That preoccupation with ballistic missiles fueled the opening ceremony of the International Defense Exhibition and Conference. The unnamed militia threatened to launch ballistic missiles, leading to an all-out assault by troops in armored vehicles, tanks, helicopters and jets. The demonstration’s climax saw a fake ballistic missile slowly emerge from an underground silo, only to be destroyed by an airstrike.
That worry also saw the Emirates sign a $355-million deal Sunday with Raytheon Co. of Waltham, Massachusetts, for surface-to-air Patriot missiles to protect against such launches.
Drones and other weaponry have been recovered from the Houthis and appear to be Iranian, experts say. Meanwhile, Western-made arms like those on display Sunday have ended up in the hands of militiamen in Yemen.
Rights group Amnesty International criticized Belgium’s FN Herstal for displaying its 5.56 mm Minimi machine gun at the arms fair as it has been seen in the hands of Emirati-aligned militiamen. FN Herstal officials at the fair declined to comment.
The military buildup in the Emirates and elsewhere in the region has come amid concerns about Iran’s influence after the 2015 nuclear deal it struck with world powers. While Iran continues to abide by its promise to limit its enrichment of uranium, the U.S. under President Donald Trump has pulled out of the accord.
Malloy, the head of the Bahrain-based 5th Fleet, didn’t hesitate to describe Iran’s actions in the region as “destabilizing,” citing its renewed threats about cutting off the Strait of Hormuz, the narrow mouth of the Persian Gulf through which a third of all oil traded by sea passes.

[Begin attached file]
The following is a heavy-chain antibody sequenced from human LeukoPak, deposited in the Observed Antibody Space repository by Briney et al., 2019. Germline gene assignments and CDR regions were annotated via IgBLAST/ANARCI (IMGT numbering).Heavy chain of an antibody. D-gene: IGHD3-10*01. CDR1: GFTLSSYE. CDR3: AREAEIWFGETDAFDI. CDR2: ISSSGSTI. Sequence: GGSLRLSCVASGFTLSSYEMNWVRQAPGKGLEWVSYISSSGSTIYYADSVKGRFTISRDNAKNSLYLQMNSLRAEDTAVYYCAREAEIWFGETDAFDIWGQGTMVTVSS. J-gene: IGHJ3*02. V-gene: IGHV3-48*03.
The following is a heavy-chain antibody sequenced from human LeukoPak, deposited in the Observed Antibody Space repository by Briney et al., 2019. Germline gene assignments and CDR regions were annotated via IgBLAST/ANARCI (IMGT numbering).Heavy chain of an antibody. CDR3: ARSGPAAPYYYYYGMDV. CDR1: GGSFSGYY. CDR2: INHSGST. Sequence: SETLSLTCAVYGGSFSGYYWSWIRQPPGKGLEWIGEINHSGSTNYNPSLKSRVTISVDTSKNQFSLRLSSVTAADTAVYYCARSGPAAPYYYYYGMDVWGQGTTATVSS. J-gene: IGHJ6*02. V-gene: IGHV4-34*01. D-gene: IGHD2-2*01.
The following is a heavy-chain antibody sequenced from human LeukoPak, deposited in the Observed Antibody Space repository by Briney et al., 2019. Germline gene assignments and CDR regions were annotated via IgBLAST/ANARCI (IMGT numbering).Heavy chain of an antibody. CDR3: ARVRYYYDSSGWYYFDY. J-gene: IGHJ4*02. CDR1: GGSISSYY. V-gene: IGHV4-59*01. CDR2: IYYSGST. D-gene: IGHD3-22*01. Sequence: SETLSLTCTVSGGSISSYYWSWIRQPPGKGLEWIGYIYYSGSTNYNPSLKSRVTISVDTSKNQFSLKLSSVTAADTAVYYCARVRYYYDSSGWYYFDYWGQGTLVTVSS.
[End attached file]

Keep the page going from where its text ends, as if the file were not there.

“The activities and the exercises that they engage in are inherently offensive in nature,” the vice admiral said.
Iran, however, didn’t represent the only ongoing geopolitical challenge seen at the arms fair. Sudan’s President Omar al-Bashir, who often attends the arms fair, was a no-show amid the ongoing protests challenging his rule though his country displayed some of its weapons for sale.
Bangladesh Prime Minsiter Sheikh Hasina attended the fair’s opening ceremony, as did Guinea’s prime minister and Chechen regional leader Ramzan Kadyrov.
Meanwhile, China displayed weapons for sale ranging from missile launchers to drones. Already, China has sold armed drones to Iraq, the United Arab Emirates and Saudi Arabia. The Emiratis in particularly had wanted American-made armed drones, but the Obama administration opposed the sales over the Missile Technology Control Regime, a 30-year-old agreement that aims to limit the spread of missile technology.
Under Trump, the U.S. has permitted U.S. manufacturers to directly market and sell drones, including armed versions. The government still must approve and license the sales.
U.S. Army Lt. Gen. Charles Hooper, the director of the Defense Security Cooperation Agency, acknowledged those efforts Sunday.
“We do understand that it’s a very competitive world out there and we want to ensure that we’re doing everything in our power to provide us systems the best in the world to our partners,” Hooper said.